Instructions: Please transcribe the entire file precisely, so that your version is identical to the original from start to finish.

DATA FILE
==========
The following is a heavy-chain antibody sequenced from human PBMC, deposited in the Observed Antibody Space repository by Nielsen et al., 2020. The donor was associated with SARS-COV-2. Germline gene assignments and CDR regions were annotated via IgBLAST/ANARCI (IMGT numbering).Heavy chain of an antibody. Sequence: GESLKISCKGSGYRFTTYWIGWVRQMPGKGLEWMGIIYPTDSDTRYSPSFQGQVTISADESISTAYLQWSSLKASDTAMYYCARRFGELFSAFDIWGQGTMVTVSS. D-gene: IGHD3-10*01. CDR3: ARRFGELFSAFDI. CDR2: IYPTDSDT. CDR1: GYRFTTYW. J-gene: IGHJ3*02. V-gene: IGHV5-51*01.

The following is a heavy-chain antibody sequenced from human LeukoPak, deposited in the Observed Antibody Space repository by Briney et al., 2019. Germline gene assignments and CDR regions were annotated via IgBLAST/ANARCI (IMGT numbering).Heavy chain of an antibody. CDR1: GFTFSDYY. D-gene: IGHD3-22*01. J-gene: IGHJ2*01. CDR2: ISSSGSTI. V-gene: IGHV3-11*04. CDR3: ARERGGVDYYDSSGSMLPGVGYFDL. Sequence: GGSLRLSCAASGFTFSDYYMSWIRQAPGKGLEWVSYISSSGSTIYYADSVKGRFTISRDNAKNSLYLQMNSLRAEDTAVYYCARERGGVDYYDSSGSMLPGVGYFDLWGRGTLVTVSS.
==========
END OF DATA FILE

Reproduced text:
The following is a heavy-chain antibody sequenced from human PBMC, deposited in the Observed Antibody Space repository by Nielsen et al., 2020. The donor was associated with SARS-COV-2. Germline gene assignments and CDR regions were annotated via IgBLAST/ANARCI (IMGT numbering).Heavy chain of an antibody. Sequence: GESLKISCKGSGYRFTTYWIGWVRQMPGKGLEWMGIIYPTDSDTRYSPSFQGQVTISADESISTAYLQWSSLKASDTAMYYCARRFGELFSAFDIWGQGTMVTVSS. D-gene: IGHD3-10*01. CDR3: ARRFGELFSAFDI. CDR2: IYPTDSDT. CDR1: GYRFTTYW. J-gene: IGHJ3*02. V-gene: IGHV5-51*01.

The following is a heavy-chain antibody sequenced from human LeukoPak, deposited in the Observed Antibody Space repository by Briney et al., 2019. Germline gene assignments and CDR regions were annotated via IgBLAST/ANARCI (IMGT numbering).Heavy chain of an antibody. CDR1: GFTFSDYY. D-gene: IGHD3-22*01. J-gene: IGHJ2*01. CDR2: ISSSGSTI. V-gene: IGHV3-11*04. CDR3: ARERGGVDYYDSSGSMLPGVGYFDL. Sequence: GGSLRLSCAASGFTFSDYYMSWIRQAPGKGLEWVSYISSSGSTIYYADSVKGRFTISRDNAKNSLYLQMNSLRAEDTAVYYCARERGGVDYYDSSGSMLPGVGYFDLWGRGTLVTVSS.